A mixed-mode examination of the teaching of lead climbing by adventure sports coaches in the UK

Research output: Contribution to journalArticlepeer-review

Abstract / Description of output

Background: We present a unique study of adventure sports coaches teaching lead climbing. Expanding existing work on judgement and decision making, we examine the coaching process and the decision making employed to manage the pedagogical and security needs of climbers when they are being introduced to lead climbing.

Research design and data collection: As part of a mixed approach, an Applied Cognitive Task Analysis was initially conducted on a small sample of expert coaches (n = 7) before a questionnaire was designed and administered with a larger sample (n = 53).

Findings: The study identifies that the tuition of lead climbing is built on nine core elements that form a shared mental model which in turn is individualised to meet the needs and demands of the individual learning to lead climb. The existence of this coherent shared mental model displays minor modifications to reflect the coach’s own climbing background. More importantly, the existence of this shared mental model is derived from the instructors’ own experiences of climbing and teaching lead climbing rather than any formalised training. In short, this model is actualised through an informal community of practice.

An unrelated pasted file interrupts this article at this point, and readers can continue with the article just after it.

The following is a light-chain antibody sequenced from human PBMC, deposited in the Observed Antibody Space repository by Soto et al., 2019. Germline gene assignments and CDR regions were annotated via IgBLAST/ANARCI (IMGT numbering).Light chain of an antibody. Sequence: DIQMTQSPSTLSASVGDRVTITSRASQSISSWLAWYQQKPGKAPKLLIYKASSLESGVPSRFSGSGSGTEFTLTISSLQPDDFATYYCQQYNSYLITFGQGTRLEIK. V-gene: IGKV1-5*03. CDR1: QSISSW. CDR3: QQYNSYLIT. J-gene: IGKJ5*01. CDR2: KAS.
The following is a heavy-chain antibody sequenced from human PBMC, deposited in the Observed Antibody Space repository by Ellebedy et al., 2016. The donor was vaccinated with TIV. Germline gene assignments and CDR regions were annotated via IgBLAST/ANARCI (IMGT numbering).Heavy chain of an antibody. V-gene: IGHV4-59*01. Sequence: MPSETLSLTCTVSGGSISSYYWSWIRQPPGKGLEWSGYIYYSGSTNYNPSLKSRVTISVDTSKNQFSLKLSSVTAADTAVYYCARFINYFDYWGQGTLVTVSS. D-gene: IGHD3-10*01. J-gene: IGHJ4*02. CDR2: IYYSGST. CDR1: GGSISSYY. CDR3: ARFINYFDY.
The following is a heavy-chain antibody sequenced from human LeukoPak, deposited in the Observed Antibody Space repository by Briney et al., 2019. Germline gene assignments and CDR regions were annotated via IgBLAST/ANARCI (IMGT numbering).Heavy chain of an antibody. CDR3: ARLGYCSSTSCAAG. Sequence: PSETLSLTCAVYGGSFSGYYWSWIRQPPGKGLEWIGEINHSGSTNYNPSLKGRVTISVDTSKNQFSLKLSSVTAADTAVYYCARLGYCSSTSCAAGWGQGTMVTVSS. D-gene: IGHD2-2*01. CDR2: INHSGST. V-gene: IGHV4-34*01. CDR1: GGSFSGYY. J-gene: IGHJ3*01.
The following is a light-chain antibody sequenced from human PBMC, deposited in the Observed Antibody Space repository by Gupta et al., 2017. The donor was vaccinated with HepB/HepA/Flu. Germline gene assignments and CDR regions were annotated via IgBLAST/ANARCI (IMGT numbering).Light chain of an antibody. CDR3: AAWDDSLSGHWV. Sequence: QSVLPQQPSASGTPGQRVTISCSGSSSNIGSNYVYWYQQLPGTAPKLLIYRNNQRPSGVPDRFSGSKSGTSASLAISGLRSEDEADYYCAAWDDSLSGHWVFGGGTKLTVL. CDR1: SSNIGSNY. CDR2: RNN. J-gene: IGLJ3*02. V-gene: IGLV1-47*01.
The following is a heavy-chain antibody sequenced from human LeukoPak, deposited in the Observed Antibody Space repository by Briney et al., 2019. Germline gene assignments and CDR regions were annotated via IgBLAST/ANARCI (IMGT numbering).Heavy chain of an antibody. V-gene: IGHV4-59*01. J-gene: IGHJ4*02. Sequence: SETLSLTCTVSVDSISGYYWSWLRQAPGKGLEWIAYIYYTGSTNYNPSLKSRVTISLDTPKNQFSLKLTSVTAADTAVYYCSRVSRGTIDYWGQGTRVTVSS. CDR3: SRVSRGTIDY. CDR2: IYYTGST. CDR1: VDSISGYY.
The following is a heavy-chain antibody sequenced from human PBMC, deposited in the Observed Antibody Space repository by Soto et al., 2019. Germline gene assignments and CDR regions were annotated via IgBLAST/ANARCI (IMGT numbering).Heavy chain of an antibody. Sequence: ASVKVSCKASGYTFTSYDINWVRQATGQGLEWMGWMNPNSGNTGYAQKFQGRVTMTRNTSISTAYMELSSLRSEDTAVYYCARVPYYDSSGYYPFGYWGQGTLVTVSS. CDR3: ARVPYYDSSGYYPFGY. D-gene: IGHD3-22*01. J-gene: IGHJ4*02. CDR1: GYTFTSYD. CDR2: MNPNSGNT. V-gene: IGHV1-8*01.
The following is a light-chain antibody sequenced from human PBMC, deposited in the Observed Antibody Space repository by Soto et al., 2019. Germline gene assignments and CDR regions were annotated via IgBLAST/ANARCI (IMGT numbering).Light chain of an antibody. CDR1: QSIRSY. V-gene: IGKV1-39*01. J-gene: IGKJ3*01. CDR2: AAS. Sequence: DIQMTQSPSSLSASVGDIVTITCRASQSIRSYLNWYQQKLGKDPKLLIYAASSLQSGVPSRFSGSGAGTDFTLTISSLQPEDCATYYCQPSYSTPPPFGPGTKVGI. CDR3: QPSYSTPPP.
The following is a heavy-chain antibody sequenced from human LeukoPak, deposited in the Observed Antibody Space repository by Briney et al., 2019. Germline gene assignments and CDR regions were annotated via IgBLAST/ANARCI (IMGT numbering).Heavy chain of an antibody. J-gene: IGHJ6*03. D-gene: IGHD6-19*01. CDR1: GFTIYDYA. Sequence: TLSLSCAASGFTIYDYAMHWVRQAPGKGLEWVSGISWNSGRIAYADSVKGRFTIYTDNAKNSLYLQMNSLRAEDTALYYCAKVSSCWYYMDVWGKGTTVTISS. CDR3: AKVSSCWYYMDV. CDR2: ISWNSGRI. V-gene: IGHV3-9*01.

Conclusion: The implication for training instructors is that the skills of adapting these nine core aspects to meet individual needs should also be given due consideration alongside the technical skills of rope work and security.
Original languageEnglish
Number of pages15
JournalPhysical Education and Sport Pedagogy
Early online date17 Mar 2020
Publication statusE-pub ahead of print - 17 Mar 2020

Keywords / Materials (for Non-textual outputs)

  • rock climbing
  • coaching
  • mental models
  • community of practice


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